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Schizophr Bull. 2007 May;33(3):741-4. Epub 2007 Feb 28.

Early infections of Toxoplasma gondii and the later development of schizophrenia.

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  • 1The National Centre for Register-based Research, University of Aarhus, Taasingegade 1, 8000 Aarhus C, Denmark. pbm@ncrr.dk

Abstract

Early exposure to several infectious agents has been associated with the later development of schizophrenia. Two recent studies assessed in utero or early postnatal exposure to Toxoplasma gondii. In one study of 63 individuals, who developed schizophrenia spectrum disorders, maternal sera obtained during pregnancy showed an increased risk (OR 2.61) of having IgG antibodies to T. gondii. In the other study of 71 individuals who developed schizophrenia, sera obtained shortly after birth also showed an increased risk (OR 1.79) of having IgG antibodies to T. gondii. Causal linking mechanisms are at present speculative but include possible direct effects of maternal IgG on the developing central nervous system (CNS) of the offspring. Additional studies are underway.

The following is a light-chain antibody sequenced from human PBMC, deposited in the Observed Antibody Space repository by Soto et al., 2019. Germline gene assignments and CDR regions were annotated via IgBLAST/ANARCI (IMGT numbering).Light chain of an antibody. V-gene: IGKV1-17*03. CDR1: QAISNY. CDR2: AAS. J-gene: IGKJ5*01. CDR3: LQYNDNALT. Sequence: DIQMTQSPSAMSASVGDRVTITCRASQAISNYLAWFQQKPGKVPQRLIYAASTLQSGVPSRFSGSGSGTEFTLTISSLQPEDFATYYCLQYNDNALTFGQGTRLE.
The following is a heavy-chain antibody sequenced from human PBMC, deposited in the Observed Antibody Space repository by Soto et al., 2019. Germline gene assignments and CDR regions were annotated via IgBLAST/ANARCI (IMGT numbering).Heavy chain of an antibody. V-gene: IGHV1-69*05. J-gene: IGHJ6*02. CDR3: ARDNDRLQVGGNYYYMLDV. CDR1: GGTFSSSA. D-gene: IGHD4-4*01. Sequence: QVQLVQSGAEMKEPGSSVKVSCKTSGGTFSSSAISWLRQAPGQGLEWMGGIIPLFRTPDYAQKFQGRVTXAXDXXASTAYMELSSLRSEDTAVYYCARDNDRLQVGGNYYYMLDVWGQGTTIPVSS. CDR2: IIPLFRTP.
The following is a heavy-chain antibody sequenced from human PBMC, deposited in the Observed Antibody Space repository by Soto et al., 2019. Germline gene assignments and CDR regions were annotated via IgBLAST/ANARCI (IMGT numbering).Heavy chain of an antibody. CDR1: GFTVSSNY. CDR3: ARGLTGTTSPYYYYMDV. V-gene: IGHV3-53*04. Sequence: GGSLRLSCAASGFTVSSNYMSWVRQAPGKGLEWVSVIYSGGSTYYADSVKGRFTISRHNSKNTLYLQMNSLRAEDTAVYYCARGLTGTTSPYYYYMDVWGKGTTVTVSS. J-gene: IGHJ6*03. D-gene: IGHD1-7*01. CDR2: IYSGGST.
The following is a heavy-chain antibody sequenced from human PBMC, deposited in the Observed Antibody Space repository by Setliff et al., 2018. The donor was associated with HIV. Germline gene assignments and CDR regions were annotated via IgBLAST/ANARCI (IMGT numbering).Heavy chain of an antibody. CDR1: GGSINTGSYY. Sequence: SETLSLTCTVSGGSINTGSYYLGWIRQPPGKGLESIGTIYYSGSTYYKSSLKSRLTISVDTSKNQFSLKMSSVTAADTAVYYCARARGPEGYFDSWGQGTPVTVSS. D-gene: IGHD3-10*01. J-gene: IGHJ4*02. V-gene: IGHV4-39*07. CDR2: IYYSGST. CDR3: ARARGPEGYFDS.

PMID:
17329231
[PubMed - indexed for MEDLINE]
PMCID:
PMC2526131
Free PMC Article
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